GRINNELL, Iowa, March 19, 2014 /PRNewswire/ -- The media frequently depict West African Sahara and Sahel may be the world's next Afghanistan. The region (made up of Senegal, Mauritania, Mali, Niger, Chad) is one of the world's most vulnerable areas--a hot spot for Al Qaeda and other terrorist groups, that is at constant risk of political unrest and civil war.
On Thursday, March 20, Grinnell political science professor Leif Brottem will participate in an analytic exchange on the West African Sahel sponsored by the U.S. State Department and the National Intelligence Council. The goal of the session is to help U.S. military leaders and national elected officials better understand current socioeconomic trends, threats and prospects for stability in this critical region.
As one of 12 thought leaders invited to speak at the event, Brottem hopes to change the "dialogue of the deaf" that tends to surround the region.
While recent headlines about the region have focused on how global warming increases the risk of civil unrest, Brottem believes the root of conflict in the Sahel is political and institutional, not environmental. In particular, Brottem says:
- increasingly scarce natural resources are creating tensions between farmers and herders. (Last week, a particularly bloody conflict between herders and farmers led to the brutal killing of at least 100 people in Nigeria, just east of the West African Sahel).
- However, "a corrupt, undemocratic government makes low-level conflicts into something that people will kill each other over," he says.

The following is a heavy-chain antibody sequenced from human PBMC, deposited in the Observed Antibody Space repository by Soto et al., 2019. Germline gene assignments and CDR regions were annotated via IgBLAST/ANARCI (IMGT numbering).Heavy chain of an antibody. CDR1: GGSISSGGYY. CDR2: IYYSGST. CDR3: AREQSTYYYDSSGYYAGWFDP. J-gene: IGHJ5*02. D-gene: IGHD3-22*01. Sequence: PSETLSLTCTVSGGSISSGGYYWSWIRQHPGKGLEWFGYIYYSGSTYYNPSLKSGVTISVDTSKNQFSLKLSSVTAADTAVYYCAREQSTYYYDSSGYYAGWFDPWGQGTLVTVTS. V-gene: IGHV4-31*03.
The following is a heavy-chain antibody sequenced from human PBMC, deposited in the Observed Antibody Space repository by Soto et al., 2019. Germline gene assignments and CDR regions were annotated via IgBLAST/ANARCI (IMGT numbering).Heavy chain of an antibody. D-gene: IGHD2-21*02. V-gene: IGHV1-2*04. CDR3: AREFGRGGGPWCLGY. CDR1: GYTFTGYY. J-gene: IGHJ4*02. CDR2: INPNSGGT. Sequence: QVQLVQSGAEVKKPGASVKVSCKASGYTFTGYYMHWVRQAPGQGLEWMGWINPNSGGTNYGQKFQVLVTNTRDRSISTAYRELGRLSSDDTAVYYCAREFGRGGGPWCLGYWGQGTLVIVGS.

- In addition, Brottem stresses that the Sahel must be examined at a local level, rather than broadly. There is evidence that inclusive, democratic local institutions effectively mediate tensions and conflicts surrounding natural resources.
About Leif Brottem
Brottem has studied the Sahel for 7 years; he has traveled to the region four times in since 2008 and plans another trip in Summer 2014. He has served as a consultant to USAID and the World Bank, and in January 2013 he co-authored a New York Times op-ed on the future of Mali after the 2012 coup. He also has written about the region for numerous scholarly publications.
About Grinnell College
Since its founding in 1846, Grinnell has become one of the nation's premier liberal arts colleges, enrolling 1,600 students from all 50 states and from as many international countries. Grinnell's rigorous academic program emphasizes excellence in education for students in the liberal arts; the college offers the B.A. degree in a range of departments across the humanities, arts and sciences. Grinnell has a strong tradition of social responsibility and action, and self-governance and personal responsibility are key components of campus life. More information about Grinnell College is available at www.grinnell.edu.
EDITORS' NOTE: Brottem is available for interviews; contact media relations director Stacey Schmeidel, cell 704/682-2629.
SOURCE Grinnell College